From Glenn McPeak, EDI / ERP Expert:
Coming off of the Microsoft Dynamics GP 2013 sessions at Convergence, and anticipating the GP technical Airlift event in September, I’m with all the other professionals anxiously awaiting the expected product launch in December 2012.
One of Microsoft's key goals with this release is to position GP as a more competitive and flexible ERP solution for the SMB market. For these organizations, hopefully GP 2013 will transform their business practices by building a strong foundation that supports growth, increasing operational efficiencies and significantly lowering the burden on IT. But for organizations looking to implement GP 2013, it’s important to not only look at the new web client release and the other 150+ features, but also the other opportunities that come along with a new ERP platform implementation.
A critical step during any ERP implementation is to ask the question, “Do my ISV solutions align with Microsoft’s own strategy with the ERP?” I sometimes refer to it as the “like father, like son” approach. If the two solutions don’t align strategically, then I encourage you to take a look at other technology options, for both short and long-term success. When it comes to EDI for Dynamics GP specifically, it’s 100% possible to integrate a solution that aligns with Microsoft’s strategy – a “like father, like son” scenario that: 1) scales to support business expansion, 2) increases processes efficiencies and 3) eliminates unnecessary IT hassles.
To achieve this synergy between solutions, whether evaluating your current EDI technology or considering EDI integration at the time of ERP implementation, it’s critical to understand the most frequent approaches to EDI and their impact on your business:
1. Customization – the client/partner develops a one-off, non-commercial solution utilizing a set of tools & custom ERP code.
Result: Reliance on a tool set, not an all-in-one solution¸ which creates long-term compatibility and upgrade pitfalls, and challenges scalability to support business expansion.
2. Web-based application – accessible via Internet connectivity and typically requires a lower initial investment than other technology models.
Result: Often requires manual data entry using web-forms and/or websites to make EDI work end-to-end. Long term cost of ownership can be extreme when factoring in transaction fees, manual entry labor and errors resulting from the duplicate keying of information.
3. Commercial ISV solution built inside Dynamics – solution is built with full integration inside Microsoft Dynamics GP.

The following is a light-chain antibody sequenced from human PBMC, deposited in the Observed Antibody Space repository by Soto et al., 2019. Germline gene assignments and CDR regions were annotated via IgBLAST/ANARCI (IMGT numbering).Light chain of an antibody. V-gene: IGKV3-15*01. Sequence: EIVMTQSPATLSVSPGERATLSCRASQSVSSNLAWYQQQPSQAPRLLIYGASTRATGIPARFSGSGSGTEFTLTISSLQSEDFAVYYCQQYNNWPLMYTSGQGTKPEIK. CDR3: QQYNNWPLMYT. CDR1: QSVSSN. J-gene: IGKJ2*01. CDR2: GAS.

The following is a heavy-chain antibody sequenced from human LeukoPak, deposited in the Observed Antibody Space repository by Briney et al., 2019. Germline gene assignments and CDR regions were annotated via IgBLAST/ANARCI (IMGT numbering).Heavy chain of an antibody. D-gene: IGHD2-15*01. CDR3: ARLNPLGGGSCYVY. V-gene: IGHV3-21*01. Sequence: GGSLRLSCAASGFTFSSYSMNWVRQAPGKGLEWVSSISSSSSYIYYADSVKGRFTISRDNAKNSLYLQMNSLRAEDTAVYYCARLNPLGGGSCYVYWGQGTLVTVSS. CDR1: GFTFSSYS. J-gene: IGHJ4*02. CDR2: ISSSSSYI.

Result: GP platform integrity is jeopardized by database and code changes to accommodate each and every EDI request. Compliance mandates and new partner integration can force unplanned customization and/or GP version upgrades which can disrupt ERP activities, delay new business relationships and trigger potentially costly fines.
4. ISV solution leverages the native integration framework of the ERP platform while providing all of the EDI transaction functionality outside the application
Result: Eliminates unnecessary ERP customizations to enable EDI integration and compliance while simplifying daily use and ERP update/upgrade projects.
The first three approaches have their obvious challenges, especially the customization of Dynamics GP. Applying service packs and version upgrades will be a challenge plus, the addition of other necessary solutions can be compromised. Only the fourth option – an ISV solution built outside Microsoft Dynamics - aligns with Microsoft’s strategic focus in releasing GP 2013 as a more agile platform to drive real value into your business execution.
Some business challenges are truly opportunities to help improve your company’s competitiveness. Integrated EDI is a perfect example – taking something that could be a daunting question mark and turning it into a huge labor and cost saving win! By selecting a well-architected solution that tightly integrates your business relationship transactions without customization – you can be a big winner. The long-term relationship between your ERP and EDI solution will only thrive if you walk in your “father’s” shoes and embrace the strategic value proposition to which Microsoft has committed themselves with GP 2013.